The Great Plague
Written By: TJ
Edited By: Grave Reviews Staff
True to its claim, there is no denying the fact that history repeats itself. Our world is currently experiencing a pandemic no one saw coming, but this isn’t the first time something like this happened. Hundreds of years ago in 1665, the British people had been devastated by a bubonic plague which resulted to their social, economic, and political downfall. People weren’t only dying from the virus but also from starvation and freedom restraints. Sounds similar? Then let’s further discuss the historical facts of the last and worst epidemic of England, losing 15% of its entire population during those dark times.
On the outskirts of London lies the poor, overcrowded Parish of St. Giles-in-the-field, the place where the plague started on the summer of 1665. In May of the said year, 43 people already died from an unknown disease, which the locals soon discovered coming from the rats and their fleas, a rampant carrier in the area due to its filthy environment.
The plague was said to have originated in Central Asia around 1331 when the first outbreak called Black Death ravaged the whole of England, and reemerged over 300 years later. The outbreak was caused by Yestinia Pestis, a bacterium responsible for the other plague outbreaks before. According to research, the plague has two strains: Bubonic Plague, which was spread through rats and fleas, causing painful buboes, combined with compulsive vomiting, swollen tongue, and splitting headaches; Second was the Pneumonic Plague, which was airborne spread through sneezing, a deadlier strain than the first as it targets the lungs.
The humid weather seemed to have caused it to be epidemic, increasing mortality rate to a drastic extent week after week. Just like the world today, people were forced to quarantine themselves, and the pillars of society and economy suddenly came crashing down.
Fight or Flight
Social classes already existed even hundreds of years ago. In fact, it became the first distinction whether you’ll survive the impending death or not. The rich people, including most of doctors and apothecaries, quickly fled from the land and moved to safer places, not caring that some of them might carry the virus elsewhere. King Charles II, together with his courtiers, went to Oxford, leaving the Lord Mayor and his town councilors to enforce his orders to stop the spread of the disease.
On the other hand, the poor had no choice but to stay with the ill people and the rats that caused the illness. Medicines were ineffective and the knowledge of the disease was limited. Moreover, medical checkups were too expensive for the poor to afford. Even the few brave doctors who stayed were also powerless against the infectious disease.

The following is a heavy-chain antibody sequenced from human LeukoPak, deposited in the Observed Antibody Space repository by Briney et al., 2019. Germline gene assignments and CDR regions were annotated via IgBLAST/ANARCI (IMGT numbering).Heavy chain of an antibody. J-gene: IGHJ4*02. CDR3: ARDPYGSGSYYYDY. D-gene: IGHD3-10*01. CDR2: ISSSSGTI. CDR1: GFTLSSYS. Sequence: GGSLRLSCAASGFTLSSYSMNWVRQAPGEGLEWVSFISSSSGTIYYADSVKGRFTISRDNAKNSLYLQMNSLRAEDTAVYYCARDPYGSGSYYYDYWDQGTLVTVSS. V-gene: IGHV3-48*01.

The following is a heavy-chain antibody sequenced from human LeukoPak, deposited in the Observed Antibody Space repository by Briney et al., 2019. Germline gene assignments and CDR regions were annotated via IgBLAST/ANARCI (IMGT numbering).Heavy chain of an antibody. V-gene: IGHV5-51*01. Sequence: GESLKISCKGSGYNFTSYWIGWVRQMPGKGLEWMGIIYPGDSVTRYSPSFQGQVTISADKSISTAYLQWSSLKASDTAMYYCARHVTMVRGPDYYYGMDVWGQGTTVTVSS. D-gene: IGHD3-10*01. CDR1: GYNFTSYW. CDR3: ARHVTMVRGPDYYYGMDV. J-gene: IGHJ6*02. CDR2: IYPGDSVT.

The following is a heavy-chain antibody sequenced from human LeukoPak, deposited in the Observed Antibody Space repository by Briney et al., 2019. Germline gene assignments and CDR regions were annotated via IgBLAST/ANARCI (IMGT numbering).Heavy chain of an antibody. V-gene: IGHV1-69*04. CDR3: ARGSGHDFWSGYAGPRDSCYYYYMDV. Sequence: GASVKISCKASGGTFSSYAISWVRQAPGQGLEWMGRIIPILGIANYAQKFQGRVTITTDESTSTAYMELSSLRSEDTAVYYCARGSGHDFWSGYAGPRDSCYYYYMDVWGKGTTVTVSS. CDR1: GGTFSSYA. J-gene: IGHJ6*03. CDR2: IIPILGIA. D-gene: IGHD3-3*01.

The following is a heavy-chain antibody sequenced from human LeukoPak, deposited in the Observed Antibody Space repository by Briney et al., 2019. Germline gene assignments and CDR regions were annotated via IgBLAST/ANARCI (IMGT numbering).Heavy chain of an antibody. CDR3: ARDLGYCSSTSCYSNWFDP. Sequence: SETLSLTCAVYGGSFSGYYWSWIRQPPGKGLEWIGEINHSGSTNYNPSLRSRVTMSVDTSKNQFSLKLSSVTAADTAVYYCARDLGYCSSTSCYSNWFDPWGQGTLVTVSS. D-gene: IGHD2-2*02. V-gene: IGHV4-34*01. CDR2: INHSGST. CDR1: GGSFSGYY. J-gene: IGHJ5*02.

The Dark Times
As the days progressed, people who were left behind resorted to cruel ways against each other and laws and protocols have become more severe, even inhumane, just to avoid the spread of the disease. Panic, fear, and anger prevailed among everyone, leaving compassion and hope trapped in the depths of humanity.
Anyone who would catch the disease would be locked inside their houses, together with their entire family, condemning all of them to death. Outside their doors would be the words “Lord, have mercy on us!” written in red markings. At night, a cart would roam the empty streets shouting “Bring out your dead!” to deliver the corpses into plague pits.
Food and medicine supplies were scarce, leaving people with no choice but to escape and hunt necessities on their own. When the guards were unaware, families murdered them by sneaking a noose around the guards’ necks and hoisted them up. Blankets were put on top of the deceased guards to trick plague guards into dragging them along with the dead. The whole neighborhood rioted and killed all the guards until all of them were finally free.
The shambling remains of the plague victims wandered the city, but they found no resources nor help. The small villages barred entry, locals threw stones and manure at them. Some let them in only to rob them. Indeed, freedom was not worth all the bloodshed.
Three months later and the disease reached its peak by mid-August as it arrived in the village of Eyam, killing over a hundred thousand people across the country and died down in the early months of winter in 1666. In total, 15% of the entire British population perished during that terrible summer of 1665.
People and doctors tried a lot of desperate measures to cure the disease. These include staying indoors, fumigation, killing of cats and dogs which were thought to carry the plague, smoking tobacco, wearing perfume and lucky charms, and pressing a plucked chicken against plague-sores until it died. In the end, due to a number of different extreme measures, they didn’t have any idea which one worked.
People who fled the land started to come back but the business and other establishments took a lot of time before they regained balance again. The society and economy were both at their rock-bottom. London became so quiet that everyday was like a Sunday and grass started to grow in the streets.
The Great Plague may be a bit different than the pandemic we are currently experiencing today when it comes to scientific components but in conclusion, we all are just trying to survive. Unity and collective efforts to help each other may be farfetched, but they are not impossible.
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